New customers and recommendations

People get to know you and therefore recommend you to others. Smits, for example, got a new speaking job through Marie. They met at an event. Afterward, Marie noticed that her organisation was struggling with networking. She thought of Smits and put them in touch. “People want to help each other,” Smits says. “I got a new assignment and Marie had a good feeling because she helped both of us.”

Fruitful collaborations

You get to know people, which creates collaborations. Restaurants on Kapelstraat in Bussum jointly celebrate the opening of their terraces in spring. One restaurant took the initiative to organise this for the first time on a grand scale with other entrepreneurs. Now it is a well-attended annual event reported by local media.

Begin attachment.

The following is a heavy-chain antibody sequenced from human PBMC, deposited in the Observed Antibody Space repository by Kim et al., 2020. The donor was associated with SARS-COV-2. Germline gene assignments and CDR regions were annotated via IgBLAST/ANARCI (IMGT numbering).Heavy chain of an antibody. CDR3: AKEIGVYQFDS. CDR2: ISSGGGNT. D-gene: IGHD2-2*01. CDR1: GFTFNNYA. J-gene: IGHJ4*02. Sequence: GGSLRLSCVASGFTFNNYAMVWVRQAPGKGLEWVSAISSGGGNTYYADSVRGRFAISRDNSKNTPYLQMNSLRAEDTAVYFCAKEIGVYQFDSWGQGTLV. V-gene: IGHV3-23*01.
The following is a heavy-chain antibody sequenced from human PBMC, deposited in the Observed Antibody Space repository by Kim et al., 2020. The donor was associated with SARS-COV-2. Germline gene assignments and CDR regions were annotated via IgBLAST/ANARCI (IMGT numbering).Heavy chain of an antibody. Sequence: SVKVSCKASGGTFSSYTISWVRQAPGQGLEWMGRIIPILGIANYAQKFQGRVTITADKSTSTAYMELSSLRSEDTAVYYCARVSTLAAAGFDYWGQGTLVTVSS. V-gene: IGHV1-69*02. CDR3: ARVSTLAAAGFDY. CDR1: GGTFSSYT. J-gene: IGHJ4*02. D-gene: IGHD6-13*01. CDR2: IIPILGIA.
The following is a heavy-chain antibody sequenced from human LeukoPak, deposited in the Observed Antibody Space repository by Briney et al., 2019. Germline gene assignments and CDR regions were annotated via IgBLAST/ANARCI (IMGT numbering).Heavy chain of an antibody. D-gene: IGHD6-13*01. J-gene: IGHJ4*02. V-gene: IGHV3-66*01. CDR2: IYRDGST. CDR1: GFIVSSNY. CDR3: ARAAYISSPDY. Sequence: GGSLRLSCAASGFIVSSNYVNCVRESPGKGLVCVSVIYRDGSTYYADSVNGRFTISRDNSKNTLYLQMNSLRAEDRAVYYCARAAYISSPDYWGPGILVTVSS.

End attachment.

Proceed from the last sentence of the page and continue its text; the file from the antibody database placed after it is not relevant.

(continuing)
Personal growth

You grow when you dare to show yourself to the outside world. When you talk about yourself and your business, the reaction is often to hear another entrepreneur's story. The difficulties they face and their solutions. You, in turn, can learn from this.

11 networking tips

The most important thing about networking? People need to remember you and feel good about their conversation with you. The more you practice, the better you become at networking. These 11 tips from Smits will turn your next networking event into a successful party.

  1. Check the (online) guest list. Is there someone present you would like to speak to? Approach them in advance with a message, for example via LinkedIn. If you miss them during the event, you can send them a message afterwards.
  2. Arrive relaxed. For example, put on some music during your journey to the event. Or take a walk if you are going to network online from home. This way, you will begin with good energy, be more spontaneous, and open to contact. People will then come to you more easily.